• Chloe Squires

The Laws of War: Have War Crimes been Committed in Ukraine?

During times of conflict, it is often difficult to know the exact situation on the ground in real time. Events regularly unfold with only a slight delay. In the unfurling invasion of Ukraine, however, we find ourselves in a position whereby news is ever-changing and accessible like never before. In what some are calling the “first social media war”, we are presented with an opportunity to observe military conduct almost instantaneously.

Perhaps it is these immediate and continual updates which have allowed almost equally synchronised cacophony of international condemnation of Russian actions. Sanctions have been placed on Russia’s banks and financial services, trade and the travel of goods and billionaire businessmen, with reports of new energy sanctions to be put in place. Restrictions have not only been imposed by governmental bodies, a slew of companies such as Ikea, Nike and Apple have also enacted their own boycotts. Disapproval has been widespread, stretching from governments to public rallies, and, most recently, the International Criminal Court (ICC). On 28 February, the ICC declared that an investigation would be opened into Russian actions in Ukraine with Prosecutor, Karim A.A. Khan QC stating that he is “satisfied that there is a reasonable basis to believe that both alleged war crimes and crimes against humanity have been committed in Ukraine”. But what is a “war crime”?

War is not ungoverned. There are rules to the way that conflict is conducted and consequences when these laws are breached. Warfare is in fact codified in International Humanitarian Law (also known as the Law of Armed conflict) and the Hague Conventions of 1899 and 1907. The Geneva Convention of 1949 also includes rules to limit the brutality of battle and protect non-warring parties.

The Rome Statute of the International Criminal Court defines a war crime as “any of the following acts against persons or property protected under the provisions of the relevant Geneva Convention:”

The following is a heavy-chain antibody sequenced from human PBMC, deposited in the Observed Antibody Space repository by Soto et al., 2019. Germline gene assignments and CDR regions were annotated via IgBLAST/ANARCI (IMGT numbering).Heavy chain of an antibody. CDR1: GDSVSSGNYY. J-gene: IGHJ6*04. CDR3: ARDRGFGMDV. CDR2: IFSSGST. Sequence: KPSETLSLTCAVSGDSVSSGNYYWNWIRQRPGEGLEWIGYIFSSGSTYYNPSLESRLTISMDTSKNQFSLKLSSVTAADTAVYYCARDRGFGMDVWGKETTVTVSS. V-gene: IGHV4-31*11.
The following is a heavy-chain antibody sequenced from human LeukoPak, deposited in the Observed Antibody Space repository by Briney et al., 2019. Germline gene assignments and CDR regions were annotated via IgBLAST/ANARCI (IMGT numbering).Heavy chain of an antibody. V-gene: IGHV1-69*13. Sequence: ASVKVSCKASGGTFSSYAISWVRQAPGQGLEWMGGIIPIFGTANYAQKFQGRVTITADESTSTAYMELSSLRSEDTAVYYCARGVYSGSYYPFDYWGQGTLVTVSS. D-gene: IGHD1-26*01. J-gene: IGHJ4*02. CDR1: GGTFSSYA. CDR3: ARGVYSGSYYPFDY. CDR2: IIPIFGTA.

1. Wilful killing

  2. Torture or inhuman treatment, including biological experiments

  3. Wilfully causing great suffering or serious injury to body or health

  4. Extensive destruction and appropriation of property not justified by military necessity and carried out unlawfully and wantonly

  5. Compelling a prisoner of war or other protected person to serve in the forces of a hostile power;

  6. Wilfully depriving a prisoner of war or other protected person of the rights of fair and regular trial

  7. Unlawful deportation or transfer or unlawful confinement

  8. Taking of hostages

The rules of law have existed in some form since their first implementation in the first Geneva Convention of 1864 but much like the conduct of war, the regulations have changed somewhat in the 150 years since.

Modern rules of war continue to protect civilians and non-combatants from armed conflict, promoting the foremost rule that civilians may never be the deliberate target of attacks. However, they widen this focus to include “civilian objects” - schools, hospitals, homes and places of worship - which cannot be targeted unless intelligence indicates they are being used for military purposes.

Whilst International Humanitarian Law is broadly devised to limit superfluous cruelty in warfare and inhibit the targeting of civilians, during the last 10-days of Russia’s air, land and sea invasion of Ukraine, many of these rules have been broken. Since Putin ordered troops into Eastern Ukraine on “peacekeeping duties”, troops have attacked Europe’s largest nuclear power plant - a war crime in itself as tweeted by the United States embassy in Kyiv; killed children and civilians using cluster munitions and destroyed hospitals and a maternity clinic in aerial attacks. Russia has blocked websites and radio coverage of the conflict and there have been media reports of Russian “vacuum bombs”, ballistic missiles and rocket attacks that have levelled civilian buildings in Kharkiv. At the time of writing, the United Nations recorded civilian casualties totaling 1,006 in Ukraine since the invasion began at 4 a.m. on 24 February 2022, with a further 1 million fleeing the country within a week.